"It's not hot here. It's crazy."
This is what a Spanish tourist told Yann and Emilie in Lucknow. And he was right. When Antonia stepped off the plane in Lucknow she could feel scorching hot air blowing on her from the engine. Then she tried to step out of the way of this firey jetstream, and realized that this is just how the air is here. It was 47 degrees. There is only hot water running in our hotels, not cold, because the water tanks are heated by the sun. Our air conditioned hotels are a great respite, although today we measured the temperature inside our room and it was around the mid-30s. This is heaven to us.
We had one full day in Lucknow to enjoy this capital of Uttar Pradesh and see as many sights as we could manage while we were sweltering. We saw the Lucknow Residency, which are the ruins of the site of the 1857 Siege during the Uprising/First War of Independence (depending on your perspective). You can still see the bullet and cannon ball holes where the local forces tried to drive out the British supporters held hostage there for five months.
We went to the Bara Imbara, which is a massive tomb built in the 18th century. The best part was a labyrinth that led us to the top of the building for a panoramic view of the city and many of its beautiful gates and mosques. We had to remove our shoes before entering, and the heat forced us to stay on the most shaded areas, since the unshaded ones were like hot coals to our bare feet. We played a game of 'rock/paper/scissors' to determine who had to cross the wide, sunbaked expanse of the roof of the tomb for a photo op. Of course Antonia lost, so she sprinted over and back trying to keep her feet above ground as much as possible.
We also saw the highest clocktower in India, although it didn't keep time, and wandered around the old city to see huge gates and more sights. The Chota Imbara has on its grounds two models of the Taj Mahal, each bigger than a house, and inside is a large and quirky chandelier museum. We also saw the Jama Masjid, the largest mosque in the city.
We loved Lucknow. It was like how we pictured India before we came; monkeys living on buildings and electrical wires, cows decorated in flowers wandering the streets, alleys lined with paneer and jalebi sellers, crazy traffic, and frequent power outages. Beautiful and insane. Maybe the weirdest part was what an oddity we were to the locals. Wherever we went, we were stared at. People would want to shake our hands and have their picture taken with us, sometimes running after us to get the chance. Although we couldn't quite understand their interest in us, they were very sweet. While we were riding downtown in a cycle-rickshaw, almost on parade, people would shout "welcome to India!" as we went by. In fact, we just had to take a break from writing to pose for pictures with the owner of this internet cafe.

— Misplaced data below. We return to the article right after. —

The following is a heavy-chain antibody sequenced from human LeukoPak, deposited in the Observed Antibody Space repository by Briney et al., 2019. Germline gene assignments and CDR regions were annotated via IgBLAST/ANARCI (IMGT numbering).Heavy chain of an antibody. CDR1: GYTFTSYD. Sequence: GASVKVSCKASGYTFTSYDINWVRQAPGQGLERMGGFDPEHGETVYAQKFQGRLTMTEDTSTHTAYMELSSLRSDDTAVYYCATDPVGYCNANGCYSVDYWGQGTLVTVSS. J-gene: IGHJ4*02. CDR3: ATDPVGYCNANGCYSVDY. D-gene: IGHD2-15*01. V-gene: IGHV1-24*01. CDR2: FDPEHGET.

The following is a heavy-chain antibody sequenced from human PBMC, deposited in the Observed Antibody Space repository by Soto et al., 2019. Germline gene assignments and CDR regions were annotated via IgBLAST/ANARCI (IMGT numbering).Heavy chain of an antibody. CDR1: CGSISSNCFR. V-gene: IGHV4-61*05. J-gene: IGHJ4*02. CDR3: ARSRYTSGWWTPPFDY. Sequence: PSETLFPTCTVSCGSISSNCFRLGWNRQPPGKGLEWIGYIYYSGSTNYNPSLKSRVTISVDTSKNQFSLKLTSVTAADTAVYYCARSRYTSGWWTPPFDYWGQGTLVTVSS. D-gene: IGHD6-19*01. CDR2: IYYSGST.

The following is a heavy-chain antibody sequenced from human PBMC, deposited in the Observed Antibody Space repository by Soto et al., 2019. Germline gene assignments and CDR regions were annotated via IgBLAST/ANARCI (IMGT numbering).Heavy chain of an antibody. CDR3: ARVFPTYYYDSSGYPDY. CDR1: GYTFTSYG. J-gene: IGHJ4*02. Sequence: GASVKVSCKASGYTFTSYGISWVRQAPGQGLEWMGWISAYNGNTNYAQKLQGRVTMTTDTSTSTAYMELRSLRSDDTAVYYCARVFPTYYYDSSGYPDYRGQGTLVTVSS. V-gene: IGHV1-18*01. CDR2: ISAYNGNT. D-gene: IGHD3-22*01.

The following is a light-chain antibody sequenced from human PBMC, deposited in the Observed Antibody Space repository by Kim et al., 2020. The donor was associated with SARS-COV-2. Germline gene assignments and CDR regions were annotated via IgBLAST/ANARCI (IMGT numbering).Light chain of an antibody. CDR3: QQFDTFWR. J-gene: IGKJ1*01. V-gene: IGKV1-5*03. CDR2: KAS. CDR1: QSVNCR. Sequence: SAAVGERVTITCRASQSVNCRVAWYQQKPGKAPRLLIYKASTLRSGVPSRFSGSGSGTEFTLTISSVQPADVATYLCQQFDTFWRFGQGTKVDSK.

Yesterday we took a bus to Jitendra's hometown, Kanpur, where everyone is very busy and excited with wedding preparations. Jitendra and his family are very generously putting us up in a fancy hotel where we have been relaxing in the AC and watching CNN and Wimbledon in between outings to meet his lovely relatives. It has been so nice to spend time with his family instead of being only backpackers. After checking into the hotel we went to the tailor to get James and Yann fitted for suits, and to order another outfit, all of which is being made especially for them. Altogether the boys will have three outfits and have been very busy shopping. Emilie and Antonia only have two outfits and everything is being arranged by Jitendra's mother, so they can relax a little more. Wedding activities will begin on Monday and last until Thursday. We got some details yesterday and all that we will say now is that it is going to be quite a party. The first instruction that we received for the final wedding day: "9 am to 4 pm - rest as much as possible." We soon discovered why. As Jitendra was listing the events, we kept anticipating a change of clothing. "Not yet," he kept saying, even though his schedule was getting past midnight. It turns out that we have a couple of changes to do in the wee hours, and the celebrations will not end until sunrise.